Kaiser Permanente workers in San Diego vote to authorize joining nationwide strike beginning Oct. 14

Courtesy illustration.

After recently voting to authorize a strike against Kaiser Permanente, more than 4,200 healthcare workers in San Diego will be joining a nationwide strike beginning Oct. 14. It would be the nation’s largest strike in more than two decades – affecting more than 80,000 workers in six states and the District of Columbia and at least 480 in East County.

“We believe the only way to ensure our patients get the best care is to take this step,” said Robert Sparrow, an x-ray technician at Kaiser Permanente in San Diego. “Our goal is to get Kaiser to stop committing unfair labor practices and get back on track as the best place to work and get care. There is no reason for Kaiser to let a strike happen when it has the resources to invest in patients, communities and workers.”

Picket lines will be set up at Kaiser Permanente hospitals, medical office buildings and other facilities in California, Colorado, Washington, Oregon, Maryland, Virginia and Washington, D.C. It would be the country’s largest strike since 185,000 Teamsters walked off the job at UPS in 1997.

The 4,200 members of Office and Professional Employees International Union (OPEIU), Local 30 voted between Sept. 16 and Sept. 20 to approve an unfair labor practices strike. Of those OPEIU Local 30 members casting ballots, 98 percent voted in support of the action. 

Jobs affected by the strike include optometrists, clinical laboratory scientists, respiratory and x-ray technicians, licensed vocational nurses, certified nursing assistants, surgical technicians, pharmacy technicians, phlebotomists, medical assistants and housekeepers, among hundreds of other positions.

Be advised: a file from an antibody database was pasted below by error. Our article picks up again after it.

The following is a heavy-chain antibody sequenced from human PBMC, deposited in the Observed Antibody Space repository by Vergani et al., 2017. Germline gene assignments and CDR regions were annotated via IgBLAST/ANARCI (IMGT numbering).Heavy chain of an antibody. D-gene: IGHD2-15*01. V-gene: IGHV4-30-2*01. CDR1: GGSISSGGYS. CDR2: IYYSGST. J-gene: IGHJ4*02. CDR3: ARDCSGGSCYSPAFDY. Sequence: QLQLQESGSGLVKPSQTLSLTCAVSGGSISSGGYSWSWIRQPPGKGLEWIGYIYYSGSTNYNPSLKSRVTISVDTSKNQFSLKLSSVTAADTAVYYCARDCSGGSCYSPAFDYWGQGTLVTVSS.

Workers are trying to negotiate a new National Agreement that they say would restore a true worker-management partnership; ensure safe staffing and compassionate use of technology; build the workforce of the future to deal with major projected shortages of licensed and accredited staff in the coming years and protect middle-class jobs with wages and benefits that can support families.

The workers’ national contract expired Sept. 30, 2018, and in December 2018 the National Labor Relations Board charged Kaiser Permanente with failing to bargain in good faith. Since then, Kaiser has continued to commit unfair labor practices.  

As a non-profit entity, Kaiser Permanente is supposed to serve the public interest in exchange for not paying income taxes and little to nothing in property taxes – an estimated tax break of more than $2.3 billion over the last two years. Workers claim that in recent years, the corporation has departed from its community-oriented mission by piling up profits and reserves, raising rates on patients and enriching top executives.